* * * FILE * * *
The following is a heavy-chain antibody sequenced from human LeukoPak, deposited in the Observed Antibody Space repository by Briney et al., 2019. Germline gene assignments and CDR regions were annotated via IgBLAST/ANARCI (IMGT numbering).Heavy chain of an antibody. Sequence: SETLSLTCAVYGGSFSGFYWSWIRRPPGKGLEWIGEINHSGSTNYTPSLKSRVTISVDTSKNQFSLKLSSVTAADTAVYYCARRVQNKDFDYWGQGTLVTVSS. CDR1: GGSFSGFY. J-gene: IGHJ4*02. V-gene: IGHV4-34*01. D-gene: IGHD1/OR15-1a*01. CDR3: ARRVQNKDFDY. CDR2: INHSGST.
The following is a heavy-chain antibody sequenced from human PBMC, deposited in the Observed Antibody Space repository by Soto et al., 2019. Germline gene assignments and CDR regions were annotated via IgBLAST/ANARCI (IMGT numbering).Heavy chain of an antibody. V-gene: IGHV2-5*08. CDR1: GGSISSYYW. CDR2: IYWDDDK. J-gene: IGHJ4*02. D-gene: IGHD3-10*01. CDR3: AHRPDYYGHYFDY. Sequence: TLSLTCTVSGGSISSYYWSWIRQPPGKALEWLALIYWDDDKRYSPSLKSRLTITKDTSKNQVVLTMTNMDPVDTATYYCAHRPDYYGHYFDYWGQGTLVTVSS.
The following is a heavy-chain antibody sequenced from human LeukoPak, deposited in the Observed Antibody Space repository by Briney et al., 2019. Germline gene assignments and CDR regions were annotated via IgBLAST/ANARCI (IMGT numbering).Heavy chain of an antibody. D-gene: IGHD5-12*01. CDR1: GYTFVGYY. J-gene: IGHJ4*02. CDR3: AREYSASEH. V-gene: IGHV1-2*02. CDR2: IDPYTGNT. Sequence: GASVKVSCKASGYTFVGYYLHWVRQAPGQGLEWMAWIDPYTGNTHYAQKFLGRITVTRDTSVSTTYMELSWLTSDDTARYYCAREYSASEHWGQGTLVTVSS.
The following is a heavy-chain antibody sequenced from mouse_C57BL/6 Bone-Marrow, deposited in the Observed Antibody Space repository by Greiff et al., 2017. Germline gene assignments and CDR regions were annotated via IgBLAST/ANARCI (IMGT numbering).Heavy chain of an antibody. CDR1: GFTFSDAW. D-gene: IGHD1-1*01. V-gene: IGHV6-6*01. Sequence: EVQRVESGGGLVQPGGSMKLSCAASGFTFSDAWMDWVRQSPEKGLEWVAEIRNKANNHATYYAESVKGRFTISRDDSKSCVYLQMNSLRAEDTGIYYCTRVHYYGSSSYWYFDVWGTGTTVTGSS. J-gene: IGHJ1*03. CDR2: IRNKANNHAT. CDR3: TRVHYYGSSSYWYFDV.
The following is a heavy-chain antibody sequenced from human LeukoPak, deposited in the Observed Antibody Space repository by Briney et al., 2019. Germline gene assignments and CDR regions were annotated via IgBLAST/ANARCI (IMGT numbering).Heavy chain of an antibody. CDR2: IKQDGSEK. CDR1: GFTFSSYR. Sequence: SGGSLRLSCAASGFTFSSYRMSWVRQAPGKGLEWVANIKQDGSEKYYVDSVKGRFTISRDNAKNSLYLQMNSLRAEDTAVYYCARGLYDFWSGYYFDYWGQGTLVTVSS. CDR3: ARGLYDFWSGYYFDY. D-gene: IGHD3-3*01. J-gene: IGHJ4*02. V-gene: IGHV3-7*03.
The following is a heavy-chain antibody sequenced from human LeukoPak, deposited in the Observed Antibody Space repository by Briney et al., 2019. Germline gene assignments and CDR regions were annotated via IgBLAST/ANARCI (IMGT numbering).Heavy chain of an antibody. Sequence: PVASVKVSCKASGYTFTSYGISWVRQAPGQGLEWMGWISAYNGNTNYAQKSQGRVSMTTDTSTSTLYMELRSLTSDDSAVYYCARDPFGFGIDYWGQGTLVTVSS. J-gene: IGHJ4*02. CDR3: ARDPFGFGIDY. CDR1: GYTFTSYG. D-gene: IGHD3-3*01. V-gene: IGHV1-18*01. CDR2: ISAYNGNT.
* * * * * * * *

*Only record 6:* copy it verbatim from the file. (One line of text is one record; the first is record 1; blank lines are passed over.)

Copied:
The following is a heavy-chain antibody sequenced from human LeukoPak, deposited in the Observed Antibody Space repository by Briney et al., 2019. Germline gene assignments and CDR regions were annotated via IgBLAST/ANARCI (IMGT numbering).Heavy chain of an antibody. Sequence: PVASVKVSCKASGYTFTSYGISWVRQAPGQGLEWMGWISAYNGNTNYAQKSQGRVSMTTDTSTSTLYMELRSLTSDDSAVYYCARDPFGFGIDYWGQGTLVTVSS. J-gene: IGHJ4*02. CDR3: ARDPFGFGIDY. CDR1: GYTFTSYG. D-gene: IGHD3-3*01. V-gene: IGHV1-18*01. CDR2: ISAYNGNT.